Piazza del Campo, Siena’s living room
A symbol of Italian beauty in the world
It is no coincidence that Siena is one of the favorite destinations for those who are fond of a certain idea of Italian urban landscape, made of order, harmony and taste for beauty, since its Piazza del Campo offers one of the postcard images that strike most Italian and foreign tourists. The main feature of this public living room is the shell shape which makes it the only square of its kind and is due to the terracotta wedges that occupy the central part. The where Piazza del Campo was built had – so to speak – a natural vocation to become the hub of the city, since it is located at the crossroads of the main roads of the three historical parts of Siena (Città, Camollia and San Martino); but it was with the governments of the Twenty-Four and the Nine that the square started to become as we know it: in fact, just between the thirteenth and fourteenth centuries, important zoning regulations concerning this area were approved and work began on the complex of the Palazzo Comunale, the paving of the square and the future Fonte Gaia. Today, after centuries, Piazza del Campo continues to show one of Siena’s most beautiful sides.
A shell full of pearls
In its final form, virtually unchanged to this day since then, Piazza del Campo holds together some of the major monuments in the city, often taken as an example of Italian medieval architecture. A place of honor is reserved to the imposing Palazzo Comunale, a marble and bricks complex with battlements which also includes the bell tower known as Torre del Mangia. It is a name that reveals all the satirical character of the people of Siena and their innate passion for nicknames: the “Mangia” was none other than his first caretaker, lover of the good life. The bell tower is the second highest ancient tower in Italy and hosts at it the base the chapel dedicated to the Virgin Mary for the end of the terrible plague of 1348. In the past, one of the most popular places of the square was undoubtedly the Fonte Gaia, named for the joy that accompanied its appearance; the fountain was so busy that its decorations were put at risk, and they have now been transferred to a museum and replaced by exact copies, adequately protected. Finally, turning to look around, it is impossible not to notice the majestic facades of the buildings that have been watching Piazza del Campo from centuries, respecting its strict perimeter.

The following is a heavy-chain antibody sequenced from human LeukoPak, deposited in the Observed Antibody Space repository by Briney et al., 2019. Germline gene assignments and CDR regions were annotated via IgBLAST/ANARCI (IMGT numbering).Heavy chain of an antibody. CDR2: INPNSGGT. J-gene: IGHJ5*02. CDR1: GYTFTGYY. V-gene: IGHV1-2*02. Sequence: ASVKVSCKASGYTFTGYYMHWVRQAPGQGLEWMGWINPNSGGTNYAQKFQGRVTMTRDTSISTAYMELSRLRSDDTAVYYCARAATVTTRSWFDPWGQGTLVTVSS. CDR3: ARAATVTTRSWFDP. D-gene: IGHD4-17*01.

There’s no Palio without its square
If you want to see the Piazza del Campo in the height of its splendor, crowded with people clapping and decorated with medieval splendor, the event is scheduled for July 2 or August 16: the traditional dates where the two races of the Palio take place, the first dedicated to the Madonna of Provenzano, the second to the Assunta. On these occasions the paved track that surrounds the shell are covered with tuff and become the terrain where the historic districts of the city challenge each other to win the so-called Drappellone, awarded to the first runner after three rounds of crazy and dizzying horse race, which has its most adrenaline-intense moments in the corners such as the San Martino one. In addition to the race, the beauty of the Palio is also in the costumed parade that precedes the event, in a festive atmosphere in which Piazza del Campo and Siena renews all their medieval charm, attracting crowds of delighted tourists from around the world.